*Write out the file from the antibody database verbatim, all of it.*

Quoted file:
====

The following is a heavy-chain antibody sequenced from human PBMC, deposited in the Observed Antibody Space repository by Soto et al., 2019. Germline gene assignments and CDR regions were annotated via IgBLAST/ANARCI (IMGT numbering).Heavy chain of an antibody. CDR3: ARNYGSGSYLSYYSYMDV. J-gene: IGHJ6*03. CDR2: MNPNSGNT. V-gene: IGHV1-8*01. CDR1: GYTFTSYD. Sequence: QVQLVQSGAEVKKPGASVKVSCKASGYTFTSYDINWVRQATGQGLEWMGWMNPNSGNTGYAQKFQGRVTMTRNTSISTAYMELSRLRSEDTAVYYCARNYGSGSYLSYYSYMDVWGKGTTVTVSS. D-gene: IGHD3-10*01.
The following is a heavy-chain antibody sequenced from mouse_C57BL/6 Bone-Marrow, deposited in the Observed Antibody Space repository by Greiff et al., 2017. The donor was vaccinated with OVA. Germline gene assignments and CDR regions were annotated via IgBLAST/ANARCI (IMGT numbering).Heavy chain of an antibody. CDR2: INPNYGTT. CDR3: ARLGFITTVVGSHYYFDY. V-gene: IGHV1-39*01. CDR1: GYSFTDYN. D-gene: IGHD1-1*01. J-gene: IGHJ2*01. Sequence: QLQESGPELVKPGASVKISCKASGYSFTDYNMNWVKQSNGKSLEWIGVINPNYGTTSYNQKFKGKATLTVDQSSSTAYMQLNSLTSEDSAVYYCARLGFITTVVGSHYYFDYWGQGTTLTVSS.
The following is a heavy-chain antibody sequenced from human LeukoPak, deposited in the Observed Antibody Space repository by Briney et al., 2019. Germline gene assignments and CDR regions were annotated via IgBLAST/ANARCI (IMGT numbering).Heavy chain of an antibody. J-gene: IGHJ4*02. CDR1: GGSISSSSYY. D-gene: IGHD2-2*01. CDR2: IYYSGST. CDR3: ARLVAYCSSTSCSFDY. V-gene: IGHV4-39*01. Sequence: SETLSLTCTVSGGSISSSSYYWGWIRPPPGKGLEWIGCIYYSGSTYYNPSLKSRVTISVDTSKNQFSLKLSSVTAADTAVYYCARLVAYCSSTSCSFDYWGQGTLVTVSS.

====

The following is a heavy-chain antibody sequenced from human PBMC, deposited in the Observed Antibody Space repository by Soto et al., 2019. Germline gene assignments and CDR regions were annotated via IgBLAST/ANARCI (IMGT numbering).Heavy chain of an antibody. CDR3: ARNYGSGSYLSYYSYMDV. J-gene: IGHJ6*03. CDR2: MNPNSGNT. V-gene: IGHV1-8*01. CDR1: GYTFTSYD. Sequence: QVQLVQSGAEVKKPGASVKVSCKASGYTFTSYDINWVRQATGQGLEWMGWMNPNSGNTGYAQKFQGRVTMTRNTSISTAYMELSRLRSEDTAVYYCARNYGSGSYLSYYSYMDVWGKGTTVTVSS. D-gene: IGHD3-10*01.
The following is a heavy-chain antibody sequenced from mouse_C57BL/6 Bone-Marrow, deposited in the Observed Antibody Space repository by Greiff et al., 2017. The donor was vaccinated with OVA. Germline gene assignments and CDR regions were annotated via IgBLAST/ANARCI (IMGT numbering).Heavy chain of an antibody. CDR2: INPNYGTT. CDR3: ARLGFITTVVGSHYYFDY. V-gene: IGHV1-39*01. CDR1: GYSFTDYN. D-gene: IGHD1-1*01. J-gene: IGHJ2*01. Sequence: QLQESGPELVKPGASVKISCKASGYSFTDYNMNWVKQSNGKSLEWIGVINPNYGTTSYNQKFKGKATLTVDQSSSTAYMQLNSLTSEDSAVYYCARLGFITTVVGSHYYFDYWGQGTTLTVSS.
The following is a heavy-chain antibody sequenced from human LeukoPak, deposited in the Observed Antibody Space repository by Briney et al., 2019. Germline gene assignments and CDR regions were annotated via IgBLAST/ANARCI (IMGT numbering).Heavy chain of an antibody. J-gene: IGHJ4*02. CDR1: GGSISSSSYY. D-gene: IGHD2-2*01. CDR2: IYYSGST. CDR3: ARLVAYCSSTSCSFDY. V-gene: IGHV4-39*01. Sequence: SETLSLTCTVSGGSISSSSYYWGWIRPPPGKGLEWIGCIYYSGSTYYNPSLKSRVTISVDTSKNQFSLKLSSVTAADTAVYYCARLVAYCSSTSCSFDYWGQGTLVTVSS.